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Exclusive: Falcons owner Arthur Blank says Julio Jones will be in Atlanta 'forever'

A two-time All-Pro, Jones has been absent from team workouts this week, sparking rumors of him demanding a new or 'updated' contract before training camp.

ATLANTA—Falcons owner Arthur Blank was a little busy hosting 31 other NFL owners and league commissioner Roger Goodell on Tuesday, but he did take time out to address receiver Julio Jones' absence from the Organized Team Activities (OTA) workouts in Flowery Branch.

"It'll be fine. It'll be fine. It's the process we have to go through. It'll be fine," Blank told reporters from The Whitley hotel in Buckhead.

However, for his impromptu, one-one-one chat with 11Alive Sports' Alex Glaze, Blank was more effusive and concrete about Jones' status.

"I love Julio. He loves me. He loves Atlanta. He's going to be here forever," says Blank, the Falcons' majority owner since February 2002.

Regarding Jones' supposed demand for a new or 'updated' contract, Blank kept it simple: "We'll talk to him directly about that, and that's between us and him. We've always treated our players respectively, competitively and done whatever we have to do to make a winning team on the field."

Jones' OTA no-show has sparked numerous debates in Atlanta over the last five days. As such, various theories have been posited, regarding the Alabama product's true motivation for skipping routine spring workouts, despite having three years left on a contract extension which reset the receivers' market back in 2015:

a) Does Jones seek an adjustment on the current contract extension (five years, $71.2 million ... expires after the 2020 season)?

b) Is Jones angling for a trade leading up to training camp? This would be an extremely rare occurrence.

Excluding the infamous Terrell Owens debacle from 2005, which prompted the Eagles to suspend and then later release their embattled star, the last game-changing receiver to be dealt right before training camp was John Jefferson in 1981—going from the high-octane Chargers to the pass-happy Packers.

c) Or is Jones happy with his contract and the Falcons, but simply wants a mental and physical break from football, leading up to next month's mandatory mini-camp (June 12-14)?

It's worth noting: Unlike OTA work, automatic fines are doled out to players with unexcused absences from the mandatory mini-camps.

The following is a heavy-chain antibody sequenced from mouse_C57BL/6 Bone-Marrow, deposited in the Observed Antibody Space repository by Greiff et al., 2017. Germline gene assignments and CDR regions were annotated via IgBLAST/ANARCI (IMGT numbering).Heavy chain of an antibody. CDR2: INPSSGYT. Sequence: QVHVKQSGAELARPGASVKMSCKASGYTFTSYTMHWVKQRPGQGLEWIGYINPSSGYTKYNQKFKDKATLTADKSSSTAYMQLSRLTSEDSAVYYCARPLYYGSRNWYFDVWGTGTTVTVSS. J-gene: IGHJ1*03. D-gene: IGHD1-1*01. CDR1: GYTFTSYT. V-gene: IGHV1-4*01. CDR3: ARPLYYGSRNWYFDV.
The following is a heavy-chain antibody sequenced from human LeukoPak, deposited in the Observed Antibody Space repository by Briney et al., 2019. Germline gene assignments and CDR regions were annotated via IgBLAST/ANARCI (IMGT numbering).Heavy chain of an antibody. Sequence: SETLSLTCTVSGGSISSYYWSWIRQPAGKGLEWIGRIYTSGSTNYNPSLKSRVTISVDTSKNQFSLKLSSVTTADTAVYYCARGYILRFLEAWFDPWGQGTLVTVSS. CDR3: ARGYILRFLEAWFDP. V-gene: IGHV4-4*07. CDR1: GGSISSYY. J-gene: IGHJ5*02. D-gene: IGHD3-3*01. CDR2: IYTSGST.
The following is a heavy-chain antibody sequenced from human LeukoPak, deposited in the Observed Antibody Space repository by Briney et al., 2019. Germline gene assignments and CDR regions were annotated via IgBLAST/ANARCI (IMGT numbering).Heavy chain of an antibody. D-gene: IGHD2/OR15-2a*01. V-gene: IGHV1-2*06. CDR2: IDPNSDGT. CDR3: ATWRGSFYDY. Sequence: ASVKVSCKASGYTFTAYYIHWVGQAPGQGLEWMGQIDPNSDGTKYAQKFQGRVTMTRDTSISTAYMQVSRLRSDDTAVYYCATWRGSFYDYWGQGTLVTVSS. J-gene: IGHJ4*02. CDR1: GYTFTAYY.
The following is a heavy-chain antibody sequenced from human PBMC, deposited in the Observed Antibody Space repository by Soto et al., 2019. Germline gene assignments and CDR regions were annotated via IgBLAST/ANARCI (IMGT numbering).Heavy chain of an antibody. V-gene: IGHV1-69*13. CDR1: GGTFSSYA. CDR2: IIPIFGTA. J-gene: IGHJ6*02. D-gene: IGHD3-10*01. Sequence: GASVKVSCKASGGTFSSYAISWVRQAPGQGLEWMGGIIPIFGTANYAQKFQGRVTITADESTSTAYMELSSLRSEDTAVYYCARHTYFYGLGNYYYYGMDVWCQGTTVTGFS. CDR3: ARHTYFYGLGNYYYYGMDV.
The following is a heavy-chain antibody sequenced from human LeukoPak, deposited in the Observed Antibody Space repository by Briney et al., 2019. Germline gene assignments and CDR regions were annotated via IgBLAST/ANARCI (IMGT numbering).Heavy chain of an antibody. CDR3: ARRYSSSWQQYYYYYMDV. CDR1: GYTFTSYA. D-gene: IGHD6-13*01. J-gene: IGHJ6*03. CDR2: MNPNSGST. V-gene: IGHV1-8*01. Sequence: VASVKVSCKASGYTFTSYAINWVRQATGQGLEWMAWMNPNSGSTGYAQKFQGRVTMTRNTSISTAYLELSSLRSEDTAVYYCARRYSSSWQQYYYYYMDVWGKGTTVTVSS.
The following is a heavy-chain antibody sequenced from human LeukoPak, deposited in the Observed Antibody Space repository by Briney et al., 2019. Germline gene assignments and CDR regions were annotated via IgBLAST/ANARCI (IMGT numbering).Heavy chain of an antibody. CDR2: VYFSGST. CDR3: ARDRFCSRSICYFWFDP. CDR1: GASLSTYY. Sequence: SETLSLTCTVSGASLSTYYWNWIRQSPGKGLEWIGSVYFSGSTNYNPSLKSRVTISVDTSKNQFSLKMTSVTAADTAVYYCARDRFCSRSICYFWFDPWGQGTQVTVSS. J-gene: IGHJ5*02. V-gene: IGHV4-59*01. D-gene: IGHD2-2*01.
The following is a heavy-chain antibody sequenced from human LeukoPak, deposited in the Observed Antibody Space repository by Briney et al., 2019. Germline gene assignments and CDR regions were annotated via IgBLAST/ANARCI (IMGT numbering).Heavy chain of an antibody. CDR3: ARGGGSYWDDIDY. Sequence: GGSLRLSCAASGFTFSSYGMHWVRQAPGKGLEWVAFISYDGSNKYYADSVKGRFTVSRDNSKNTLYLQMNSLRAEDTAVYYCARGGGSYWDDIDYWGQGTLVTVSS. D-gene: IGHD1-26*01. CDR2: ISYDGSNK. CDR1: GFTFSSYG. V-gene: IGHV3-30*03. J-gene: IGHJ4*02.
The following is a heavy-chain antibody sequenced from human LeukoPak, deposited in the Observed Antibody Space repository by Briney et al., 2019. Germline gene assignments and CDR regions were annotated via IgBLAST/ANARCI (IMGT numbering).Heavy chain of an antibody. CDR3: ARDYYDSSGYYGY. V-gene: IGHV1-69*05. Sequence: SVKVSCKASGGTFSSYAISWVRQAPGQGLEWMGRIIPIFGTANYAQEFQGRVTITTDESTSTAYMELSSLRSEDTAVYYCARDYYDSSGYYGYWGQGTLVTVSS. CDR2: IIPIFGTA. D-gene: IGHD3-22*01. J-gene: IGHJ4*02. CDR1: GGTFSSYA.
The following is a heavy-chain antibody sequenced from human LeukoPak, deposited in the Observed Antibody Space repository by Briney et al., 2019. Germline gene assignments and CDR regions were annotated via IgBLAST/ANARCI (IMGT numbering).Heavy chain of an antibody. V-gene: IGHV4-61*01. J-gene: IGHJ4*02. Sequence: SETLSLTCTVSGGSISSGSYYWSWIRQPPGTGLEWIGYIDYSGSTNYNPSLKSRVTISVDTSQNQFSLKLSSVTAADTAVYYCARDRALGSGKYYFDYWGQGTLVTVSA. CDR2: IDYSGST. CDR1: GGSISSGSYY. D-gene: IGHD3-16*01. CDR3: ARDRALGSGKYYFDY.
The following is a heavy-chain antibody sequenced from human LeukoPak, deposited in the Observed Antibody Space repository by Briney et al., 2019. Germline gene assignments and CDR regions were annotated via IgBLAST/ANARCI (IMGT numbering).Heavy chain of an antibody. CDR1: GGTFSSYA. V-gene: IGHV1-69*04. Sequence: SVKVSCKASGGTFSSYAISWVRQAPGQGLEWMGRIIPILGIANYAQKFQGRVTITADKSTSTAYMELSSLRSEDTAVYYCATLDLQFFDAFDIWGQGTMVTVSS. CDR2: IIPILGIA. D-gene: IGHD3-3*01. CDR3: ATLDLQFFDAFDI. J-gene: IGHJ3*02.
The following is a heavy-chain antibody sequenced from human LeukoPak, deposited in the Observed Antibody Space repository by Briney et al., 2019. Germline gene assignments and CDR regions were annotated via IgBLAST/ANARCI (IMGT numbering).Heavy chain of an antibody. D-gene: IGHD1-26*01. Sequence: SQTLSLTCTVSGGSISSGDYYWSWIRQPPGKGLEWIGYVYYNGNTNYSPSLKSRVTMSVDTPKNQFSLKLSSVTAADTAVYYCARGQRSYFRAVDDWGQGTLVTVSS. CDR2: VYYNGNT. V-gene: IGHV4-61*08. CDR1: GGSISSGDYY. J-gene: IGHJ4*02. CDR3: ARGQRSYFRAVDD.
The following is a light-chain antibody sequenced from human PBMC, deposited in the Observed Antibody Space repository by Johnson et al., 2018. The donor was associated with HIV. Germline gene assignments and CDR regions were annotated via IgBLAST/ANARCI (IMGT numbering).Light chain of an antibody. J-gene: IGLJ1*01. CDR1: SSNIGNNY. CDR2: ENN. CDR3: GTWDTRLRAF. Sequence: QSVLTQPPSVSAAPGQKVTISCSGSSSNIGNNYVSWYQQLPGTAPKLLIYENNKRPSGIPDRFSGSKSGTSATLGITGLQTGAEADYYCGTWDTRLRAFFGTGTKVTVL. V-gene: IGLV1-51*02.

Falcons head coach Dan Quinn somewhat embraced the 'Julio' talk on Tuesday, articulating his thoughts during the opening statement to the media.

"I know the subject of Julio Jones has been on a lot of people's minds. Just want everyone to know that Julio and I speak regularly," says Quinn, entering his fourth season as Falcons coach (29-19 overall, one NFC title). "We were aware that he wasn't going to be present at the beginning of the offseason workouts. I was also aware that (Jones) wasn't going to be here (Monday—first day of OTAs).

"He's in great shape. He's spent some time in the offseason working on things (that couldn't be handled in previous years) because of injuries."

Regarding the OTA workouts, which run through early June, Quinn doesn't anticipate Jones showing up for the parceled practices, which on Tuesday, included work on third downs, the two-minute drill and end-of-game situations.

"I do expect him to be here, certainly by (the June 12-14) mini-camp, the end of the offseason program. That's where I'm at."

As for the speculation that quarterback Matt Ryan—who recently signed the largest deal in NFL history—and Jones have met for private workouts in the last three months, perhaps Alabama or suburban Atlanta, Quinn offered a coy response..

"I know of the work (Jones) is putting in," said Quinn, with a smile.

The 29-year-old Jones, a two-time All-Pro, has averaged 103 receptions, 161 targets, 1,579 yards and six touchdowns over the last four seasons (2014-17). On the flip side, Jones posted only three TDs last year for Atlanta.

Jones' big extension from a few years ago still includes base salaries of $10.5 million (2018), $12.5 million (2019) and $11.4 million (2020) over the next three campaigns.

The source of Jones' dissatisfaction might involve the recent mega-contracts handed out to Jarvis Landry (Browns: five years, $75 million) and Mike Evans (Buccaneers: five years, $82.5 million).

The way things are progressing, Jones most likely won't make any public comments until the Falcons' mandatory mini-camp next month.

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